IMO- Theres always a plays for an enforcer in junior and maybe midget hockey, basically any league where kids have the passion to work their ass off to win a game. Im not talking About someone who only wants to punch people in the throat, im talking about someone who can play the game well but is very solid in their physical play. Someone who can be used as as more of a grunt to stand in front of the net and make the other teams defences life a living hell. And obviously he should be there to give other players a good scare. I dont want to see kids younger than 18 dropping the gloves, I mean at 16 ive had my fair share of wishing I could beat the **** out of someone, but for what? We're not in the playoffs, and we definitely dont play hockey for a living so there shouldnt be fighting.
This is basically me. I play juniors and have been told that I play like a mix between Nik Grossmann and Braydon Coburn. So I think that puts me in a Pronger/Weber type area of play. Of course those guys are a lot better than me. I'm definitely not a goon but when you're 6'5" as an 18 year old, people are going to want to test your mettle.

I've also dropped the mitts a time or two. I think one ended up on YouTube somewhere.

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Old
04-28-2014, 09:30 AM
  #34
chapel
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Quote:
Originally Posted by BigFatCat999 View Post
What's the most important non-fighting skill an enforcer should have?
Quote:
Originally Posted by Pacifist Goon View Post
A good sense of humour and a sharp wit.

..and a brain. Got to know when not to put your own team under any pressure because of your actions.
yes, that's very important. Never have your actions be a detriment to your team.
as far as non-fighting skills, the most important thing to know is how to be as aggressive and physical as legally possible.

Zone denial is the most important part of my repertoire. I play Left defence, so my goal in every game is to make people TERRIFIED to use my side of the ice every time I step out there.
To do that you need to be able to turn someone inside out with legal hits whenever they touch the puck. Hip checks are ideal for this.
Also, to be able to do that you need to have explosive acceleration and the ability to always be able to MAKE those hits.
There's nothing more embarrassing to an enforcer than to whiff on a hit. If you try to make a hit and you don't make contact, you're gonna be standing out of position with your dick in your hand looking like a fool and if you're a defenceman, you've probably just allowed an earned scoring chance.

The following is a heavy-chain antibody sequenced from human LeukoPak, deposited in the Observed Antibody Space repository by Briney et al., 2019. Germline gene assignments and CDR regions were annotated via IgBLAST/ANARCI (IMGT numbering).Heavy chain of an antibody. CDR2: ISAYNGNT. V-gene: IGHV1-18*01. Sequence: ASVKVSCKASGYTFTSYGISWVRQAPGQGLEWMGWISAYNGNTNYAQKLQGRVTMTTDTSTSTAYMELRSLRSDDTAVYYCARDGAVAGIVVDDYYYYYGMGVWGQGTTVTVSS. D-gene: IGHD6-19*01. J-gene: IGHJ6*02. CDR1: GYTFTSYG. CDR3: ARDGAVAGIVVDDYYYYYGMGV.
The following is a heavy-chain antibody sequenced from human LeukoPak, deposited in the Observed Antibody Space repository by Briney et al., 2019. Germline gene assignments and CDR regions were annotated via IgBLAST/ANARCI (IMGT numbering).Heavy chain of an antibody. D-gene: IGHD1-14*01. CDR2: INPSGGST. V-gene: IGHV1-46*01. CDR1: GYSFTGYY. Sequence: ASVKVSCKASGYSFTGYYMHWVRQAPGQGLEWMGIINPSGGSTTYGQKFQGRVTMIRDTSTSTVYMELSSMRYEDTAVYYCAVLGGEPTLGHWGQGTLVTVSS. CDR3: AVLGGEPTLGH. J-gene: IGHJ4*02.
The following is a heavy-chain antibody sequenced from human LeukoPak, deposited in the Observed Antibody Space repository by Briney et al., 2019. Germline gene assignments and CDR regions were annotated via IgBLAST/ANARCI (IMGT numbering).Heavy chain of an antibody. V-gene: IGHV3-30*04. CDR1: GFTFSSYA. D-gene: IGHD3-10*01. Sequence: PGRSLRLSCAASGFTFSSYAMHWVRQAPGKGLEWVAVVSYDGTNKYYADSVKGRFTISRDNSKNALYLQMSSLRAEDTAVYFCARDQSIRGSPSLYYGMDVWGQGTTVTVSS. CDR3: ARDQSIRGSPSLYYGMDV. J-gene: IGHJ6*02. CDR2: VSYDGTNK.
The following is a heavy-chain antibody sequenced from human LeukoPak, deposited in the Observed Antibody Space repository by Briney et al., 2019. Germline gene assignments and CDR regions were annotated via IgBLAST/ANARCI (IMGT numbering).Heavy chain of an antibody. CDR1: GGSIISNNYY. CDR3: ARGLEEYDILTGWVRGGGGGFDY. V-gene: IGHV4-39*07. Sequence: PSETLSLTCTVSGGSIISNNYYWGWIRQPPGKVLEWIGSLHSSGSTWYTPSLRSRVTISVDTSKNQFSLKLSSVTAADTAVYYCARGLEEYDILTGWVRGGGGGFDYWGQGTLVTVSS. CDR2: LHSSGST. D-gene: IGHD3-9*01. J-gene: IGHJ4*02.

You need to know when it's appropriate to attack and in which zones. If you're playing a team that likes to float all its guys high, it may not be a great idea to force contact and zone denial in the attacking zone. You may want to attack in your defending zone or in the neutral/defending zone.

It also depends on your centre. If your centre has speed/acceleration and power and KNOWS how you're going to play a zone denial, than whiffing on a hit may not be as damaging as your centre should be able to bail you out. Of course your defensive partner should always be relied on as well, but don't put him on a 2+ on 1 disadvantage.

IMO, zone denial is probably the BEST thing a good enforcer can do.
It forces fancy-pants to not play so fancy (or put their head down as they try to toe drag and dangle). It forces the opposition to make quick or blind plays. I can't tell you how often someone sees me coming and just gets rid of the puck because they don't want to get hit... and back when you could still hit someone after they had just released the puck made this even better... if your level of play allows you to follow through on a hit after a pass is made, use it. Any chance you can get to flex your power is another notch for zone denial. If you can field a forward/centre and BOTH D with proper zone denial techniques, you can really screw with another team.